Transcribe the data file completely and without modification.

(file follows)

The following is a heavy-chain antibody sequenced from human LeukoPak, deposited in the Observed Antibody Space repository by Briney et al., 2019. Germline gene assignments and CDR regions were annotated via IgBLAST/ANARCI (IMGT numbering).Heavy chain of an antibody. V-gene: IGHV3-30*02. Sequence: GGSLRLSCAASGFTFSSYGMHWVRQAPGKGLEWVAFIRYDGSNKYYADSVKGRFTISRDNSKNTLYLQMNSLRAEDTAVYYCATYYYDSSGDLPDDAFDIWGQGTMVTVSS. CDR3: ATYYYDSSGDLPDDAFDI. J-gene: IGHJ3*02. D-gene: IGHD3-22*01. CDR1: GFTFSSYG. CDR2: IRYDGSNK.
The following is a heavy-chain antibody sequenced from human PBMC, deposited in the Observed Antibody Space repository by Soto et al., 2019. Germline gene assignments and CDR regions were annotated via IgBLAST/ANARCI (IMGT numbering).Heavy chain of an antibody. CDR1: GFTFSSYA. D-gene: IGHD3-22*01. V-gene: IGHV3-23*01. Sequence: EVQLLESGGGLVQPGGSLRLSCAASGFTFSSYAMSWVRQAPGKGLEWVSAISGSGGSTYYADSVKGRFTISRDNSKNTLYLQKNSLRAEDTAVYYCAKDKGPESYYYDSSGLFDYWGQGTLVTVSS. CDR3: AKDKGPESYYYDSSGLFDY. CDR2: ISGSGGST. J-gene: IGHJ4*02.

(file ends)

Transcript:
The following is a heavy-chain antibody sequenced from human LeukoPak, deposited in the Observed Antibody Space repository by Briney et al., 2019. Germline gene assignments and CDR regions were annotated via IgBLAST/ANARCI (IMGT numbering).Heavy chain of an antibody. V-gene: IGHV3-30*02. Sequence: GGSLRLSCAASGFTFSSYGMHWVRQAPGKGLEWVAFIRYDGSNKYYADSVKGRFTISRDNSKNTLYLQMNSLRAEDTAVYYCATYYYDSSGDLPDDAFDIWGQGTMVTVSS. CDR3: ATYYYDSSGDLPDDAFDI. J-gene: IGHJ3*02. D-gene: IGHD3-22*01. CDR1: GFTFSSYG. CDR2: IRYDGSNK.
The following is a heavy-chain antibody sequenced from human PBMC, deposited in the Observed Antibody Space repository by Soto et al., 2019. Germline gene assignments and CDR regions were annotated via IgBLAST/ANARCI (IMGT numbering).Heavy chain of an antibody. CDR1: GFTFSSYA. D-gene: IGHD3-22*01. V-gene: IGHV3-23*01. Sequence: EVQLLESGGGLVQPGGSLRLSCAASGFTFSSYAMSWVRQAPGKGLEWVSAISGSGGSTYYADSVKGRFTISRDNSKNTLYLQKNSLRAEDTAVYYCAKDKGPESYYYDSSGLFDYWGQGTLVTVSS. CDR3: AKDKGPESYYYDSSGLFDY. CDR2: ISGSGGST. J-gene: IGHJ4*02.